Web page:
A good deal of what I do as a bishop involves food. So far that has ranged from a simple sausage roll to a succulent hog roast, from coffee and a biscuit (preferably chocolate) to a four course sit down dinner.
Virtually every church service and community event I have participated in is followed by a reception or a party of some sort or other, with a great variety of food and drink.
These are incredibly generous, with far more food than the congregation or gathering can possibly get through. Clearly a hardworking crew from the home team have taken their task of hospitality very seriously, and the result is usually amazing.
I can go several days on a diet of plump sandwiches, sausages on sticks, mini pork pies (to which I am unhealthily partial) and chocolate brownies – with the occasional piece of guilt-reducing fruit.
Meetings and gatherings to which I am invited of community leaders, school heads, clergy, politicians, or business people, seem often to happen around a meal. My experience is these are not only the most congenial sorts of meetings, but also the most productive.
Food is essential. We eat to live. Eating reminds us we are mortal, it reminds us of our humanity. Many people across our county work hard for those who go hungry by supporting local food banks, or giving to international aid charities like Oxfam or Christian Aid.
We know the challenge of distributing food to those who most desperately need it around the world is only going to increase with climate change. Immense efforts are going into anticipating these challenges, so people can simply live.
In Suffolk, Christians are making a real difference in their communities helping those in need of food.
At the Stowmarket and Area Foodbank, which was launched to provide individuals and families from the area who are in crisis with emergency food parcels, they are helping so many of those in need, as my colleague Bishop Mike saw during a visit last month.
It is run in conjunction with congregations in the area, through Stowmarket Churches Together working with local organisations to identify individuals and families who can benefit from their help, at times of real need.
Food is essential, but we know eating is about more than meeting our basic physical survival need. Particularly when we recognise the difference it makes eating with others. Something else is being fed than just our bodies when we eat together.
We know that families who regularly eat together build their relationships and ties to one another. Children develop social skills, and perform better at school than those whose families don’t share regular meals around a table.
The majority of families do eat meals together regularly, although the proportion is falling. TV and other technologies and work schedules militate against this. For the social and developmental benefits to happen, apparently a family needs to eat at least four meals a week together.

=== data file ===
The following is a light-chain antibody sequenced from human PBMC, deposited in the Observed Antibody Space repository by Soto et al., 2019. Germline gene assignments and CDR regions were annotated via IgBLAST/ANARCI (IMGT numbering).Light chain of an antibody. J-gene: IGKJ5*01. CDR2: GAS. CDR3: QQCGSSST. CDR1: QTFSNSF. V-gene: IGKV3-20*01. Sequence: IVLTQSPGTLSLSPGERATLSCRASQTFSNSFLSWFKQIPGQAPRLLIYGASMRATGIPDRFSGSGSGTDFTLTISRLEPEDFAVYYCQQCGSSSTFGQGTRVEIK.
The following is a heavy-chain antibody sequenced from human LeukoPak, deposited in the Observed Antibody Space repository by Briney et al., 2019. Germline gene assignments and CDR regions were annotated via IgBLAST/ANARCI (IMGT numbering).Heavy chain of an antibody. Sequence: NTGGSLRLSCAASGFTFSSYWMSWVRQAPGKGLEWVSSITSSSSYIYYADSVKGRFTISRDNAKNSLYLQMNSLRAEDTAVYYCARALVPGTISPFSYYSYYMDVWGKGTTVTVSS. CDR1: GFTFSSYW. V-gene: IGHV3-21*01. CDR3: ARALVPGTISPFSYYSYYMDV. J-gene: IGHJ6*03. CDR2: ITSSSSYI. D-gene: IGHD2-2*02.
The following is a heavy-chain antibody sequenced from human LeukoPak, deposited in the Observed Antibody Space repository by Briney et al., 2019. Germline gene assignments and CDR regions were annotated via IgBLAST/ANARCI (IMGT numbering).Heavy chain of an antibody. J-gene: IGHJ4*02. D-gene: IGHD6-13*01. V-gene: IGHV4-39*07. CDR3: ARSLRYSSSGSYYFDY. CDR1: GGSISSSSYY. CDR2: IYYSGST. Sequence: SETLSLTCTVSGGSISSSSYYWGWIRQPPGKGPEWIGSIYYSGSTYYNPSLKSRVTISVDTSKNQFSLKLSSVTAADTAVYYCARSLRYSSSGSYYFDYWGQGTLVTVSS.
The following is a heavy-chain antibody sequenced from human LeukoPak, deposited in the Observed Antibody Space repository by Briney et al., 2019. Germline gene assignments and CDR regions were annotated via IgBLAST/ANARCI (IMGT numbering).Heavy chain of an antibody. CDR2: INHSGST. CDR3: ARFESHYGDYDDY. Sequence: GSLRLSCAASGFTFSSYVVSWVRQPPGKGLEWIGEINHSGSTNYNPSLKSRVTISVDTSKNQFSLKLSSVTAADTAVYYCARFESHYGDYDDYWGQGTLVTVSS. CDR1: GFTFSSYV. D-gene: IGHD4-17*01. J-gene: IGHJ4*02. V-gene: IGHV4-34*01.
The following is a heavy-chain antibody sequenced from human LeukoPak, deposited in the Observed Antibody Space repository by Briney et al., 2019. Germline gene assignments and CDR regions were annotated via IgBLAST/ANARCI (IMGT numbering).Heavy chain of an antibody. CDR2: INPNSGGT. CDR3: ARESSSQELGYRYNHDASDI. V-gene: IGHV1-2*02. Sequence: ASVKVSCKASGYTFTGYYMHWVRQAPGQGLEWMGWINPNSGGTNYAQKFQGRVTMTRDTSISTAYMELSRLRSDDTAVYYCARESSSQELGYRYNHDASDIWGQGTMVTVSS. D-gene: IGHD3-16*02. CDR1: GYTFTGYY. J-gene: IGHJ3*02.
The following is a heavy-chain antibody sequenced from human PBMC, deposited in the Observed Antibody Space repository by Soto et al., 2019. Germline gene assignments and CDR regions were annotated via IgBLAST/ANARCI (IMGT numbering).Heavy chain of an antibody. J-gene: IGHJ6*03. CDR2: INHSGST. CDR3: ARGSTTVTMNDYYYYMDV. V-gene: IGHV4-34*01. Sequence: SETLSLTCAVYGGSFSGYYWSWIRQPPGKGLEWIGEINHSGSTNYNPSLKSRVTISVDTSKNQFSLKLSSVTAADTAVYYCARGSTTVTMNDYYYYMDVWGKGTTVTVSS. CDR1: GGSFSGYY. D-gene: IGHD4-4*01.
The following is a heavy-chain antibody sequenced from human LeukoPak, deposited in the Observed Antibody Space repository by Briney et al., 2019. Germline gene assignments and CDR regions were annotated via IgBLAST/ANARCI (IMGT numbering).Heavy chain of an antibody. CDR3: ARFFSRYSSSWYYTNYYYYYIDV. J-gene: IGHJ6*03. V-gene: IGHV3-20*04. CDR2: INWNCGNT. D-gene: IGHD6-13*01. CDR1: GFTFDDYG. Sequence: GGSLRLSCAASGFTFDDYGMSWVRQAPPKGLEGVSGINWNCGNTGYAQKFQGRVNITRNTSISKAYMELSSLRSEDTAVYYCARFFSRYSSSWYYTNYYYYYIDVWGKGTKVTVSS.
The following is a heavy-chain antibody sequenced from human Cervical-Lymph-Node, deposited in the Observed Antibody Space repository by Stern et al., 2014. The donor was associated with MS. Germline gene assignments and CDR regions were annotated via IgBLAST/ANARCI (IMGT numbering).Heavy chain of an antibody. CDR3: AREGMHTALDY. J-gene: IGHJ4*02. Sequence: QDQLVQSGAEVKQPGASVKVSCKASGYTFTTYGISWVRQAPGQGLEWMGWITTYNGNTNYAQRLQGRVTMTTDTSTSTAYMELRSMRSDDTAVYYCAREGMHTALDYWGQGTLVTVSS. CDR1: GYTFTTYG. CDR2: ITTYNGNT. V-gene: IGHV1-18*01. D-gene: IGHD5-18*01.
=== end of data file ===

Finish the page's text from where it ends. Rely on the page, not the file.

So what makes the difference when we eat together?
First, eating is an equaliser. We all need to eat, and when we eat together we are recognising each other’s shared humanity, and indeed mortality. The activity of eating is a social leveller. That eases how we relate to one another.
Second, we make conver sation in a different manner than when we talk, without food involved. Eating changes the pace, and seems to make us more attentive to one another.
Combined with the equaliser factor, I think this is what enables meetings round meals to be more productive than those without.
The discussion and debate process is lubricated by the social contribution of eating together.
None of this is new, of course. The ancient Greeks combined their ‘symposia’, discussions of political or philosophical issues, with a meal.
In the early years of the Christian Church, before church buildings existed, people met in homes for a meal, conversation about their faith, and prayer.
The bonds established through these sorts of gatherings, were strengthened by the combination of a meal – which would have included the bread and wine of communion – and discussion.
These bonds would have been essential for the early Christians as they faced persecution.
We are now in the harvest season and there will be a great deal of suppers and other meals to express our thanksgiving for this time of year. We have great cause to be thankful in a county that produces so much of our nation’s food.
But as well as applauding all those who prepare our harvest thanksgivings, I would like to suggest we do something more about eating together, year round.
We can think of all the people we know who do not have families to eat with, and invite them to share a meal with us, or take ourselves and a meal to share in their home.
And if you are someone who lives alone and would love to share a family meal from time to time – contact you local church and tell them I suggested you invite yourself for a meal!
For those of us responsible for meetings and other gatherings – try meeting around a meal and see if it makes a difference to the quality of your work – I believe it will.
And whoever we are, let’s be thankful for all the food we eat, and for those who produce it and bring it to us, not just at Harvest, but the whole year round.
-- The Right Rev Martin Seeley is Bishop of St Edmundsbury and Ipswich